GS Paper 3
Syllabus: Liberalisation after 1991
Source: Rajya Sabha
Context: Recent report of the committee “Promotion and Regulation of E-commerce in India”
(Note down 2-3 suggestions from the report and understand the difference between various models of e-commerce)
Issues highlighted by the report:
- Few platforms control a large part of the e-commerce market (which may lead to monopoly)
- Lack of platform neutrality, i.e., providing preferential treatment to selected sellers
- Deep discounting,e., discounts of preferred sellers are selectively funded by the platform
- Non-transparent search rankings
- Misuse of data
- Formulate a policy which clearly defines marketplace and inventory-based models of e-commerce.
- It recommended that marketplace-commerce entities should:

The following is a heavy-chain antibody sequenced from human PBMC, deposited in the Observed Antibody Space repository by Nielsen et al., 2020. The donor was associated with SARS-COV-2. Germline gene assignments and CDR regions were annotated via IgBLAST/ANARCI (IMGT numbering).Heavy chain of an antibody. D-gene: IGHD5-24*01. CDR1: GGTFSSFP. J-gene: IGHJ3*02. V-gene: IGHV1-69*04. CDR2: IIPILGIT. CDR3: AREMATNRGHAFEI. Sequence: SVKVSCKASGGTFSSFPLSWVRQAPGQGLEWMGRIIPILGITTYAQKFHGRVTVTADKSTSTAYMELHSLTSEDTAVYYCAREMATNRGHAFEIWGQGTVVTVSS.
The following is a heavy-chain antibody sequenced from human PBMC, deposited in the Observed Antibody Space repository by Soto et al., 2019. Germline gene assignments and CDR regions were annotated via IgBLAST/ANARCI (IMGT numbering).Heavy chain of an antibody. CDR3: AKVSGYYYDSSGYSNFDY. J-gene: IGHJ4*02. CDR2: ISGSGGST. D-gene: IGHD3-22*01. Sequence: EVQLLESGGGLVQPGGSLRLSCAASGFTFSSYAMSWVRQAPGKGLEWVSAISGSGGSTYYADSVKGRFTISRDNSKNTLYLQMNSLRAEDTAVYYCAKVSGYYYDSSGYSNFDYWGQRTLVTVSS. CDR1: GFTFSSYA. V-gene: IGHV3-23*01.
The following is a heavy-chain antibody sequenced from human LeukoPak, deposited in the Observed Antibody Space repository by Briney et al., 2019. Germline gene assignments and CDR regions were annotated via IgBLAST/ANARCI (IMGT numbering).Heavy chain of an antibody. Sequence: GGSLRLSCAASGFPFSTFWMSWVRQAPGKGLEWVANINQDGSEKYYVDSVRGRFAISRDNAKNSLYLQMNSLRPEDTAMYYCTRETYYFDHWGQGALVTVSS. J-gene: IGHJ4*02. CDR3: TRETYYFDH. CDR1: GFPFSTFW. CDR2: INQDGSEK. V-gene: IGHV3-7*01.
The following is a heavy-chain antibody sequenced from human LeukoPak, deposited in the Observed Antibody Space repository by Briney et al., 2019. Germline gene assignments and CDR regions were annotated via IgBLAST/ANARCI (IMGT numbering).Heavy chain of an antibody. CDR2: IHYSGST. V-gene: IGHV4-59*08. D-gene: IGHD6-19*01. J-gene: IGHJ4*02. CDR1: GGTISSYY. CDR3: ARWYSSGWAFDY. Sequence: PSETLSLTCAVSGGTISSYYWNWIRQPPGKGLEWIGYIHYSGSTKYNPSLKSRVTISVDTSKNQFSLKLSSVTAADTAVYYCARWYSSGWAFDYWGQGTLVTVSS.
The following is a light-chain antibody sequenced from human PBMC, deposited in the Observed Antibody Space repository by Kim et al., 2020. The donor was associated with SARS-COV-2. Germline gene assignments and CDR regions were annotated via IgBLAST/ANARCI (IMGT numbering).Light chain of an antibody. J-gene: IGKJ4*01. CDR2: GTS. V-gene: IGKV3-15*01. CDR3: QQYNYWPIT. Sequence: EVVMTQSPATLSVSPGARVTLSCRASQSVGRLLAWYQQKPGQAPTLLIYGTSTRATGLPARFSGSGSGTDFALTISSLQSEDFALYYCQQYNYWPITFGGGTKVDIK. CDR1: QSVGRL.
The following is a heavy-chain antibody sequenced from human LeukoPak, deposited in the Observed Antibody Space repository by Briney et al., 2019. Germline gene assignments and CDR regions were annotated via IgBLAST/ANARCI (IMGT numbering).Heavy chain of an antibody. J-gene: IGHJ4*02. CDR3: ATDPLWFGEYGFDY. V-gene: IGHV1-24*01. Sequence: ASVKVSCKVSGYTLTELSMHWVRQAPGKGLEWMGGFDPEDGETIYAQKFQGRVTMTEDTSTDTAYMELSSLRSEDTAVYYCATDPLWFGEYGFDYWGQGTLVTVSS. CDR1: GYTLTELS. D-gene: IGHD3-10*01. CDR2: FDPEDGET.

- not sell goods that it owns or controls
- not have any direct or indirect relationship with sellers who sell on the platform
- be prohibited from licensing their brand to third-party sellers on the platform
- Gatekeeper entities: Certain e-commerce platforms need greater scrutiny (as is applicable in other countries): It recommends India should select “gatekeeper” platforms of a specific scale that require more stringent supervision.
- Mandatory registration of e-commerce companies with DPIIT
- Create Digital Market Division to overcome regulatory gaps
- Implement the Personal Data protection bill (2019)
- DPIIT should address issues such as maintaining a level playing field between small businesses and e-commerce giants and provide technical support to small and local businesses.
- Obligations put on e-commerce entities through Consumer Protection (E-Commerce) Rules, 2020(such as the appointment of the chief compliance officer, and setting up a grievance redressal mechanism) should be applicable to those entities above a certain threshold.
- It puts a compliance burden on new e-commerce entities.